Press Release

In full swing

28 November 2013


From an unprecedented investment in sports to creating premier content while maintaining the lead in mass entertainment, STAR India’s CEO Uday Shankar has redefined ‘big bets’ in the business, says Noor Fathima Warsia
STAR India’s journey in what the company has dubbed its ‘2.0’ avatar has been a story of rise and rise. After securing leadership position as the top general entertainment player that includes not only Hindi but also regional entertainment, STAR India made some strategic shifts in the genres it was present in.
According to the company’s CEO Uday Shankar, the network’s multi-pronged investment in creating a wide berth of senior talent and approaching content with a differentiated view has allowed it to define new trends and set the agenda for the industry. The year 2013, however, marks a year of strategic shifts for the company, where if all goes the way STAR has planned, its impact on India will go beyond television, entertainment and the media business itself. That, however, is an important ‘if’.
The year 2012 marked the exit of STAR India from the news genre completely. STAR’s biggest reason, as per Shankar, was that the company was a minority stakeholder, where it was unable to bring about a meaningful presence. “We had views on the news quality but we were in no position to bring a change, so the least we could do was to not participate,” comments Shankar. “There is a fundamental reinvention required in the news genre right now, because otherwise the path it is headed on, leads only to self-destruction.”
The complete exit from the news genre did not raise as many eyebrows as STAR’s decision to bid for, and acquire, BCCI’s (Board of Cricket Control in India) media rights, panning television, Internet and mobile, for an impressive Rs 3,800 crore. The deal includes domestic cricket as well, apart from rights for global territories for a period of six years, ending March 2018. While the decision marked STAR’s serious interest in the sports genre, it was the buyout of ESPN’s stake in the ESPN Star Sports joint venture in India that can be credited with its official entry into the genre. STAR continued to keep the industry wondering with the steps that followed right up to the November 2013 announcement of an investment to the tune of Rs 20,000 crore, over the next five years, in sports.
For STAR, this was yet another indication of its parent company News Corp’s commitment to the market. As they say, huge investments come with heavier risks. 
A large section of the industry is still calculating how STAR India will recover the Rs 3,800 crore that it needs to cough up for the BCCI rights, and it is evident that advertising revenues alone would not be able to achieve this. While cricket is big in India, the viewership (as per TAM Media Research) of domestic cricket and Test matches is far lower than that of shorter formats or one-day internationals.
The distribution scenario in India does not allow for any subscription revenues worth talking about. Combine these with an overflow of advertising inventory in broadcast and a diminishing return on cricket properties, and we have only some of the factors that STAR is up against. The devaluing Indian rupee came as an unforeseen challenge that has had an adverse impact on sports properties. By the time the Indian currency was weakening, STAR India’s focus on sports too had broadened from just cricket to football, hockey, badminton and other sports — implying some comparatively expensive buys. In 2013, STAR had already invested heavily in promoting local leagues, Hockey India League and Indian Badminton League.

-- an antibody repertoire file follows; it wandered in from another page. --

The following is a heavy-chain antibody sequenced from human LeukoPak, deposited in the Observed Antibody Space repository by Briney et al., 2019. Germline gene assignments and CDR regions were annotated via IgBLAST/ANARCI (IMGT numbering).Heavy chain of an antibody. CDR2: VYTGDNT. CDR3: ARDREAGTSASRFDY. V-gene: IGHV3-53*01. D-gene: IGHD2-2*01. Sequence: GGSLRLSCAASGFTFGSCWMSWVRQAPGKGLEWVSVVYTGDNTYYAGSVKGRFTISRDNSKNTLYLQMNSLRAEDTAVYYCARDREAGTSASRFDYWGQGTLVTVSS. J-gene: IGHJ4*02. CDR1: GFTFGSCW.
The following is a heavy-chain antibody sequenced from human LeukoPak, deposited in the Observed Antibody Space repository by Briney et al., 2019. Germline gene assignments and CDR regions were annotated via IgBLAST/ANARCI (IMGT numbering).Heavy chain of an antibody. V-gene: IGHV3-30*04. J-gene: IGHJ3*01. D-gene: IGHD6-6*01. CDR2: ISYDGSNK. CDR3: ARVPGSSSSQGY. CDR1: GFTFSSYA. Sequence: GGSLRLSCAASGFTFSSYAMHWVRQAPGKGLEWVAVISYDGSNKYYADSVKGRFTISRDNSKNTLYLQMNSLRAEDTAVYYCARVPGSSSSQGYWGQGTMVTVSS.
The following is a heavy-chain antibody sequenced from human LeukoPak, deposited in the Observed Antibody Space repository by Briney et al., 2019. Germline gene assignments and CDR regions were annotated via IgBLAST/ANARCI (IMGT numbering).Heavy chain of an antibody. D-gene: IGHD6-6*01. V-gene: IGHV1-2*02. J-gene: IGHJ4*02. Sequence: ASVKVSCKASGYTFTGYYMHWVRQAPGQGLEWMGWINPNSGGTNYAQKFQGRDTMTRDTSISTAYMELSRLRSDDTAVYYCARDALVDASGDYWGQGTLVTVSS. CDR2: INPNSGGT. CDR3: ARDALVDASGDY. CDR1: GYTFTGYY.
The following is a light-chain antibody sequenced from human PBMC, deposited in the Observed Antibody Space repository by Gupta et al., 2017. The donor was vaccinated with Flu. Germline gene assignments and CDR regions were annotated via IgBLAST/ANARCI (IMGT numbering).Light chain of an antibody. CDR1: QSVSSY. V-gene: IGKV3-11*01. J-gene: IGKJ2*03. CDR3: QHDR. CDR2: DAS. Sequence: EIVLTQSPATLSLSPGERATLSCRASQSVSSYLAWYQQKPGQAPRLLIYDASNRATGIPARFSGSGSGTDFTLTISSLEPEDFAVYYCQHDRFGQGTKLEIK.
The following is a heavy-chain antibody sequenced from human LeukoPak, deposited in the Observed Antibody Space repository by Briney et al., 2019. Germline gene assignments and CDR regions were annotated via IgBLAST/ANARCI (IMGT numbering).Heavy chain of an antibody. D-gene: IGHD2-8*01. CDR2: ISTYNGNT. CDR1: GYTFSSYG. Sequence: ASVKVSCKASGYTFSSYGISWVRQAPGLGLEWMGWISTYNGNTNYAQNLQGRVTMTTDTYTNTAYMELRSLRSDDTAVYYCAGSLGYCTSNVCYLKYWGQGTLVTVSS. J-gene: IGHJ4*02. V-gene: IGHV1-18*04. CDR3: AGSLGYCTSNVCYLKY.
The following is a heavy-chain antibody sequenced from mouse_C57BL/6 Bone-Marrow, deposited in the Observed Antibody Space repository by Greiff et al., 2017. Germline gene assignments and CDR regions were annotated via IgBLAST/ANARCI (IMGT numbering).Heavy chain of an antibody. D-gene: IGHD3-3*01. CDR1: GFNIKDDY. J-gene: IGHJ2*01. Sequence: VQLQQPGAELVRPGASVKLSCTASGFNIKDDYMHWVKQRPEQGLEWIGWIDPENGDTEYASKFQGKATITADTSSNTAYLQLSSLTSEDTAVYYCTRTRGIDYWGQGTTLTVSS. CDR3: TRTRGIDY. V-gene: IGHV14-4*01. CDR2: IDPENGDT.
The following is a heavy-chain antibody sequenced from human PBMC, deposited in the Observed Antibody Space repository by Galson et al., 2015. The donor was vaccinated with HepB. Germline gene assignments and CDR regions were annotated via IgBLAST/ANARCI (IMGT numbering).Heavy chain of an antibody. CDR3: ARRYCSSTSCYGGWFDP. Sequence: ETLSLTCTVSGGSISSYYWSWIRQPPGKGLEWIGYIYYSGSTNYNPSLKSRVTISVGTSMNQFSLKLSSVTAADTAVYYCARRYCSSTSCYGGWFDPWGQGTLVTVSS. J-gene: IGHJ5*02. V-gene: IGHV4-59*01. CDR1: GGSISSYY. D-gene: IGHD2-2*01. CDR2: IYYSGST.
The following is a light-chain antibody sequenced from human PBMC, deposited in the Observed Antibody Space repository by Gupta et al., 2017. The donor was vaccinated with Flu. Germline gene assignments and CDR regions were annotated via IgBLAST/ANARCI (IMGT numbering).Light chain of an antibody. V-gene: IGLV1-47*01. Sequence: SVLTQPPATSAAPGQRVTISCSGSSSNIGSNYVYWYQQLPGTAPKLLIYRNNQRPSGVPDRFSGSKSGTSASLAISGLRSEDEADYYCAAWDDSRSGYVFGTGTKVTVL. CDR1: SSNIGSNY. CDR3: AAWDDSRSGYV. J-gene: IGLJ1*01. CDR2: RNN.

One of the ambitious initiatives was Indian Super League. STAR India and IMG-Reliance had entered into a multimillion dollar deal to become equity partners in this joint venture for the next 10 years, where STAR reportedly had one-third stake, and had acquired broadcast and sponsorship rights for the league. Even as the tournament was slated to kick off in January 2014, last month it had to be deferred due to scheduling conflicts with the I-League and non-availability of the stadium in Goa due to delay in the Lusofonia Games.
Shankar remains unfazed through all this. “Sports content is dollar denominated. Naturally, the fall in rupee value has an unfavourable effect. But we did not buy cricket or other sports property rights, or get into the business with short-term plans,” he states. STAR India also went ahead and bought the title sponsorship of BCCI games for 2013-14 for Rs 2 crore, which was seen as a very good deal, at base price.
For Shankar, the sports opportunity in India is huge. “There is immense scope to improve and grow the sports offer. We have been reasonably successful in entertainment, be it Hindi, English or regional. Over the years, we have acquired some understanding of content consumption in this country. We can leverage these insights and build a sports business.”
The guiding principle of STAR India’s strategy for revamping its sports channels is not very different from its approach to the Hindi GEC, Star Plus. Step 1 was to rescue the content proposition, step 2 was scaling and step 3 was an image overhaul with a large marketing push. The difference is that now STAR has developed the premise of bringing sports first. “Historically, India has been about academic achievement. Sports has often been relegated to second place. We are encouraging people to imagine a world where sports comes first. We believe sports is more than watching TV, and having the right outlets closes the loop.